by Robert Gallant ‧ RELEASE DATE: May 14, 2007
Politics, romance, and murder descend on the Vatican as a jewel thief works to pull off the biggest heist in history.
Craig Reynolds, a dashing and enigmatic jewel thief who “aborts elaborate alarm systems, unlocks the most intricate vaults, and eludes massive manhunts,” has stumbled on a golden opportunity. On a train to Rome, he runs into Darlena Aldonzo, a beautiful Italian gymnast who had previously been his hostage—the sense of mutual respect and admiration that led him to release her is now blossoming into something more. Unable to resist his charms, Darlena goes against her better judgment and agrees to spend time visiting the eternal city with her former captor. She even takes him to meet her dear friend Thad, a priest who currently works at the Vatican. Thad conveniently reveals to Craig that he is the only person alive who possesses a map of the Vatican’s vast underground catacombs—a chance Craig can’t pass up. As Darlena allows herself to be drawn into Craig’s plans, a terrible danger brews in the background and threatens to complicate the heist and put all of their lives in danger: a group of ruthless cardinals is plotting to usurp the pope. Meanwhile, INTERPOL Detective Martin Von Meier, who has been chasing Craig for years, is getting closer. Gallant has created likable main characters who careen from one unbelievable scenario to the next, but his emphasis is clearly on their predicaments. Within the first 20 pages of meeting Darlena, she is almost drowned, almost raped, almost strangled, kidnapped, and finally chased by a gang of rioters “plundering” a commuter train—all before the main plot begins. The rest of the novel follows this aggressive pattern, delivering well-staged, suspenseful action sequences in rapid succession but leaving little time for much else. Craig’s disabled sister, for example, vanishes from the novel. Some may be disappointed that Gallant didn’t devote more time to the intriguing relationship between his two leads, but those who love page-turning thrillers will be delighted that, for these characters, danger lurks everywhere.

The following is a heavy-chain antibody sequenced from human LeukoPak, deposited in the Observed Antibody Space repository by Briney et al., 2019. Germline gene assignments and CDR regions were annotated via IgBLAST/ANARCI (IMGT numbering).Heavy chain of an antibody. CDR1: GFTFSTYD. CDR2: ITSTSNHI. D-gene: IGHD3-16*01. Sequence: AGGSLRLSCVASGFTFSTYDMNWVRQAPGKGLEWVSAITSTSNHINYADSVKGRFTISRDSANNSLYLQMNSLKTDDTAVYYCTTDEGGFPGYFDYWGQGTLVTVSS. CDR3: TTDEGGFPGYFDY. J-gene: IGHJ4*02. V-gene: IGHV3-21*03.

A thriller that delivers real excitement but glosses many gripping plot points.
Pub Date: May 14, 2007
Page Count: 234
Review Posted Online: Aug. 17, 2015
Review Program: Kirkus Indie
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by Hanya Yanagihara ‧ RELEASE DATE: March 10, 2015
The phrase “tour de force” could have been invented for this audacious novel.
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Four men who meet as college roommates move to New York and spend the next three decades gaining renown in their professions—as an architect, painter, actor and lawyer—and struggling with demons in their intertwined personal lives.